The functional impact of gut microbiota on CNS regulation of local and systemic homeostasis

University dissertation from Stockholm : Karolinska Institutet, Dept of Microbiology, Tumor and Cell Biology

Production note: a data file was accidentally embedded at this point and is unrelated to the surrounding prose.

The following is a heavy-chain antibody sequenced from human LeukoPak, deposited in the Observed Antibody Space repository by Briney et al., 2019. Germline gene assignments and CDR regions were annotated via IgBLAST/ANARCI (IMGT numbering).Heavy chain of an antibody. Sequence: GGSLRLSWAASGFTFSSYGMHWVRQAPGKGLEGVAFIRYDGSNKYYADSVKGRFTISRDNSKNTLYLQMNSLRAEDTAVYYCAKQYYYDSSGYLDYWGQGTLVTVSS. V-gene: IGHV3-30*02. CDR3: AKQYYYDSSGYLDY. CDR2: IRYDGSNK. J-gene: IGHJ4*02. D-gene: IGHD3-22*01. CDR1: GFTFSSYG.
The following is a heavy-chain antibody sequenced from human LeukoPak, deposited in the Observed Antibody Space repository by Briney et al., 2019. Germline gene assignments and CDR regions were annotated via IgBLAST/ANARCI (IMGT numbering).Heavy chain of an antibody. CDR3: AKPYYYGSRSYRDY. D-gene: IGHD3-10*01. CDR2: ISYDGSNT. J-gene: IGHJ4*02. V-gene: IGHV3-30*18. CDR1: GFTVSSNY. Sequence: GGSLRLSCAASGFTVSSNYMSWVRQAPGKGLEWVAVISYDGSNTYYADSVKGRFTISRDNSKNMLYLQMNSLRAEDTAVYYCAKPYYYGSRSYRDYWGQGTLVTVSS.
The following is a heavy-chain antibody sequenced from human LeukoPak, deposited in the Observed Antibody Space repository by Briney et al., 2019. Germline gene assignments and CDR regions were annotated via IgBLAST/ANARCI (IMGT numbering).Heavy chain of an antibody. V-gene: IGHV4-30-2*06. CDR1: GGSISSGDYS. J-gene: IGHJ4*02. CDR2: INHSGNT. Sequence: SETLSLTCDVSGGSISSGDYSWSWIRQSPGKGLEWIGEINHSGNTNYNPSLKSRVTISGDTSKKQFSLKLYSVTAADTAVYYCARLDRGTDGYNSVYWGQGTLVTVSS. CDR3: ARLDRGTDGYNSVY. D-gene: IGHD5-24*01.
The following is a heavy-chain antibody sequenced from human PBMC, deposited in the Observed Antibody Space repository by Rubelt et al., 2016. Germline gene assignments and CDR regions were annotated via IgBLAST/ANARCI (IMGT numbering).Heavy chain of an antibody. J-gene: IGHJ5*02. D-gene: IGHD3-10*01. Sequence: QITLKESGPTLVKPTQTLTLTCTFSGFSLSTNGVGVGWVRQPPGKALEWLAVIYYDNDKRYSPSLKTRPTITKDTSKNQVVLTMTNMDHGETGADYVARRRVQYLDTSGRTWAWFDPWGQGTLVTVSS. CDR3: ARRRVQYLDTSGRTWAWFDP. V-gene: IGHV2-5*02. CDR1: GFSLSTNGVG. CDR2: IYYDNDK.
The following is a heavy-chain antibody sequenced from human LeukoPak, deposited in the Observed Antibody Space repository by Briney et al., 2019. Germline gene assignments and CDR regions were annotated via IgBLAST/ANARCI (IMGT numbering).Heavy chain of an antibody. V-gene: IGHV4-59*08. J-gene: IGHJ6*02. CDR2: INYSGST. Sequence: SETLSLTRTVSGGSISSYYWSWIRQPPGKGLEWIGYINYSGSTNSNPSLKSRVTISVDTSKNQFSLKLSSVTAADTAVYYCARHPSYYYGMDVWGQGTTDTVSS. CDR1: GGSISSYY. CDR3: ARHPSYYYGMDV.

Abstract: The “gut microbiota” is widely accepted as an integral part of the gut homeostasis, and is thought to contribute to the establishment of intestinal barrier. Growing body of research suggest that the influence of gut microbiota on host development and physiology reaches beyond the gastrointestinal tract, and the brain is not an exception. The brain plays a critical role in regulating systemic homeostasis through continuous monitoring of body energy state and integration of the peripheral signals. Evidences of microbiota impact on brain at different levels including development, neurobiology, and even behavior have been documented. This thesis places two aspects of central regulation of homeostasis under the spotlight, and explores the potential impact of gut microbes in this context: (i) Brain regulation of local homeostasis through the function of the blood-brain barrier (BBB). The BBB is a specialized barrier that segregates the neural tissue from the circulation and controls the provision of nutrients to the brain. An intact BBB is critical for maintaining a homeostatic environment for normal function of the brain cells. (ii) Brain regulation of systemic homeostasis in relevance to anorexia nervosa. Anorexia nervosa is a serious eating disorder with altered homeostatic function. Dysbiosis in the gut microbiota have been reported in anorectic patients. By taking advantage of germ-free mouse model, we showed that in the absence of gut microbiota, the integrity and function of the BBB is impaired during the intrauterine period, suggesting that maternal gut microbiota mediates the development and maturation of the BBB. Impaired BBB integrity persisted into adulthood and was associated with decreased expression of endothelial tight junction proteins including occludin, claudin-5 and zona occludens-1. The alterations in structure and permeability of the BBB were restored by introducing normal gut flora into the germ-free mice, reinforcing the role of gut microbiome for the integrity of the BBB. Furthermore, we showed that short-chain fatty acids (SCFAs, bacterial metabolites of dietary fiber fermentation) improve BBB integrity in line with previous observations that SCFAs enhance the integrity of intestinal epithelial barrier. Germfree mice monocolonized with Clostridium tyrobutyricum that mainly produces butyrate or with Bacteroides thetaiotaomicron which produces acetate and propionate exhibited decreased BBB permeability. Treatment with butyrate salt mimicked the effects. The influence of SCFAs might be mediated by epigenetic mechanisms as monocolonized and SCFA-treated germ-free mice displayed enhanced levels of histone acetylation in brain lysates. Preterm birth is associated with impaired development and vascular fragility in the brain. During the critical early postnatal period, normal brain growth and maturation may be negatively affected by the prematurity-related factors such as nutrient deprivation or a serious infection. We used a preterm porcine model to study the effects of gestational age, early feeding, and infection on brain barriers following preterm birth. Preterm pigs spontaneously develop diet- and microbiota-related diseases including necrotizing enterocolitis. We showed that preterm piglets have impaired BBB-associated protein expression, decreased endothelial integrity, and enhanced blood-CSF barrier permeability in comparison to term counterparts. The observed impairment in endothelial integrity measured as astroglial perivascular coverage persisted into postnatal day five independent of enteral or parenteral feeding. Next, to investigate brain barrier function in preterm piglets under inflammation, we fed a group of animals with formula which is known to increase the risk of necrotizing enterocolitis. Our results indicate that severe necrotizing enterocolitis following five day formula treatment is associated with increased systemic inflammation, impaired blood-CSF barrier, enhanced neuronal death and elevated IL-6 levels in the hippocampus. As an example of systemic homeostasis, we hypothesized that gut microbiota has a functional relevance in anorexia nervosa, a disease with altered homeostatic function. We transplanted fecal microbiota from a female individual with anorexia nervosa and a sex-matched healthy control into female germ-free mice. Following fecal microbiota transplantation, some of the phenotypic aspects of anorexia were replicated in the recipient mice, including reduced weight gain, elevated serum corticosterone levels, and increased anxiety-like behavior measured by open-field test. This hypothesis was further reinforced by the fact that mice subjected to these transplantations display significant changes in gene-expression in the nucleus accumbens (but not in the hippocampus), a region implicated in reward and affected in patients with anorexia. In summary, the findings in this thesis reinforce the proposed impact of gut microbiota on host homeostasis. Specifically, on local level, we showed the influences on BBB development and function, and on systemic level, we demonstrated the effects on genes involved in energy homeostasis in nucleus accumbens. Future studies will uncover the exact mechanisms underlying the impact of gut microbiota on the brain.

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